The results of last year's interagency review of large syndicated loans and internal reports about the level and distribution of their criticized and classified credits lead us to expect still further improvement in the industry's asset quality this year. Notably, the pool of "special mention" credits that are weak but still performing (and which tend to produce the more serious problem assets) has shrunk both in the annual Shared National Credit review and in the quarterly bank reports.

Risk measures derived from prices of publicly traded bank securities--stocks, debt securities, and credit default swaps--also signal that market participants are taking an increasingly positive view of the future of banks. Indeed, these measures suggest the lowest level of market concern about these companies that we have seen during the five-years in which we have tracked them.

The banking industry's relatively benign experience with loan losses these past few years may not be surprising given that the recession was mild by most measures. The experience is more notable, however, when one considers the broader range of shocks and developments that have occurred during this period, including the September 11 attacks, Argentina's credit default, the continuing shift by large and not-so-large firms in this country from bank to capital market financing, and the concentration of recent economic pressures on specific industries and business sectors. These events tended to reduce the overall quality of corporate loan portfolios at banks and contributed significantly to banks' efforts to improve their measurement and management of risks, especially after the substantial credit losses they suffered in the late 1980s and early 1990s. These efforts, aided by the continued trend toward industry consolidation, helped moderate previous concentrations of credit exposures in bank portfolios and fueled greater use of new methods of hedging and managing risk.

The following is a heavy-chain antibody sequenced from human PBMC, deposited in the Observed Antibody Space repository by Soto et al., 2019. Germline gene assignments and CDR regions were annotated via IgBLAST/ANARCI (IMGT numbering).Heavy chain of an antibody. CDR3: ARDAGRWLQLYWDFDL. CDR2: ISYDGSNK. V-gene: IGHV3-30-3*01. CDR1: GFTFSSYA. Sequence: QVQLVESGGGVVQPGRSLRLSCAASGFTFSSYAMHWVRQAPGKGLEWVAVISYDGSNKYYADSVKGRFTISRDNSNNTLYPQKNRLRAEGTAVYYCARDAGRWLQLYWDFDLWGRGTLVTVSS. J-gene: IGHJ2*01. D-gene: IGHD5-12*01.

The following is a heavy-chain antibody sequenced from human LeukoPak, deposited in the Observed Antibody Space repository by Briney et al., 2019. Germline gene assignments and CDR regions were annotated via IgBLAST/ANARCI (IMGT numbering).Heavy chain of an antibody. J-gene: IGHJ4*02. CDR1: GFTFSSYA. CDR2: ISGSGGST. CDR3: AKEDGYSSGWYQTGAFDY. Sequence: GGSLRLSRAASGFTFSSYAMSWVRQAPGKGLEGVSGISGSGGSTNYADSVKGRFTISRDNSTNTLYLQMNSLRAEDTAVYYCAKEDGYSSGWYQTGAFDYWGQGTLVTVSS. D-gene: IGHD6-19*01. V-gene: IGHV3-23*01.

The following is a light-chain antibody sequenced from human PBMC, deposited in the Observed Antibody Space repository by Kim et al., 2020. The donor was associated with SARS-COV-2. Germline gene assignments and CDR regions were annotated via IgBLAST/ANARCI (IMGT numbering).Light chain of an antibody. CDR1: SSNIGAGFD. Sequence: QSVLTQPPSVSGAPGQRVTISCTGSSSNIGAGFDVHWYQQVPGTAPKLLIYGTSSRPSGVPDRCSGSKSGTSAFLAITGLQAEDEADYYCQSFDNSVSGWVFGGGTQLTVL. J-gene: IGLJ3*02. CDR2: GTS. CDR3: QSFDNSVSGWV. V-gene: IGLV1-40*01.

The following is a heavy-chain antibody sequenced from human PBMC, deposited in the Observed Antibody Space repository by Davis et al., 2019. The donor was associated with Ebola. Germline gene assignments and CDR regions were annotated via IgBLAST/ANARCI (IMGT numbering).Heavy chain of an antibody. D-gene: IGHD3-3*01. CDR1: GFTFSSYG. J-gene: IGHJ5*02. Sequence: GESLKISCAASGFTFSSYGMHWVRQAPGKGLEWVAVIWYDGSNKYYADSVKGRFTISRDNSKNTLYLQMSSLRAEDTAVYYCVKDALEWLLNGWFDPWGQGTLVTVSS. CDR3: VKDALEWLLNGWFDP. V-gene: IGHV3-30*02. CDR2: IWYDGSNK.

At present, credit risk-management practices are perhaps least developed in measuring risk associated with exposures related to construction projects and to the financing of commercial real estate, which have grown rapidly, particularly among regional and community banks. At all banks, such lending represented nearly 19 percent of all bank loans at year-end 2003--the highest level thus far recorded--and accounted for essentially all the loan growth last year at banks with less than $1 billion in assets.

Despite the limited development of formal risk-management practices, credit standards applied to these loans have apparently been quite high. At least, we see as yet no signs of rising credit losses from such lending, and supervisory and market sources indicate that the poor lending practices of the late 1980s and early 1990s have been largely avoided. Nonetheless, the historical record provides ample evidence of the risks associated with this form of lending and of accumulating large credit concentrations in any form of exposure. Supervisors continue to monitor these concentrations and the lending practices and market conditions that will ultimately determine their effects on the banking system.